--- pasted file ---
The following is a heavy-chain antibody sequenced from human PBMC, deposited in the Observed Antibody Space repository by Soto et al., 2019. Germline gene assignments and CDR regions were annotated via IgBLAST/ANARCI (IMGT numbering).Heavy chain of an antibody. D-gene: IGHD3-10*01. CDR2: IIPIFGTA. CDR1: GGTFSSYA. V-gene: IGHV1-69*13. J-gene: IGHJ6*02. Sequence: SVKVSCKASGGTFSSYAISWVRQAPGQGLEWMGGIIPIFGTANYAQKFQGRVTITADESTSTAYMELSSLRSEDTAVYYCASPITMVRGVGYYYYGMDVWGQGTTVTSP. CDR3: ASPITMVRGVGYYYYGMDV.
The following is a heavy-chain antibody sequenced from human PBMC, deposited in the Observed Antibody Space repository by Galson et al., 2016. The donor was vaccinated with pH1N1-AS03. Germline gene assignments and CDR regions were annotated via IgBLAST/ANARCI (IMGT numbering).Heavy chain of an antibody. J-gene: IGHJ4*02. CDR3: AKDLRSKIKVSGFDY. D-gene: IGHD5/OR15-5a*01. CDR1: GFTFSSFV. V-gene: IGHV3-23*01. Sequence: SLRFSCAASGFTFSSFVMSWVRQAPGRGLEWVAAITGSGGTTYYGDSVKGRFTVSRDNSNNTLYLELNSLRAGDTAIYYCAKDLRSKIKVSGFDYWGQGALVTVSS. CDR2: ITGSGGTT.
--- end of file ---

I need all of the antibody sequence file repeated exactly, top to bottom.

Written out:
The following is a heavy-chain antibody sequenced from human PBMC, deposited in the Observed Antibody Space repository by Soto et al., 2019. Germline gene assignments and CDR regions were annotated via IgBLAST/ANARCI (IMGT numbering).Heavy chain of an antibody. D-gene: IGHD3-10*01. CDR2: IIPIFGTA. CDR1: GGTFSSYA. V-gene: IGHV1-69*13. J-gene: IGHJ6*02. Sequence: SVKVSCKASGGTFSSYAISWVRQAPGQGLEWMGGIIPIFGTANYAQKFQGRVTITADESTSTAYMELSSLRSEDTAVYYCASPITMVRGVGYYYYGMDVWGQGTTVTSP. CDR3: ASPITMVRGVGYYYYGMDV.
The following is a heavy-chain antibody sequenced from human PBMC, deposited in the Observed Antibody Space repository by Galson et al., 2016. The donor was vaccinated with pH1N1-AS03. Germline gene assignments and CDR regions were annotated via IgBLAST/ANARCI (IMGT numbering).Heavy chain of an antibody. J-gene: IGHJ4*02. CDR3: AKDLRSKIKVSGFDY. D-gene: IGHD5/OR15-5a*01. CDR1: GFTFSSFV. V-gene: IGHV3-23*01. Sequence: SLRFSCAASGFTFSSFVMSWVRQAPGRGLEWVAAITGSGGTTYYGDSVKGRFTVSRDNSNNTLYLELNSLRAGDTAIYYCAKDLRSKIKVSGFDYWGQGALVTVSS. CDR2: ITGSGGTT.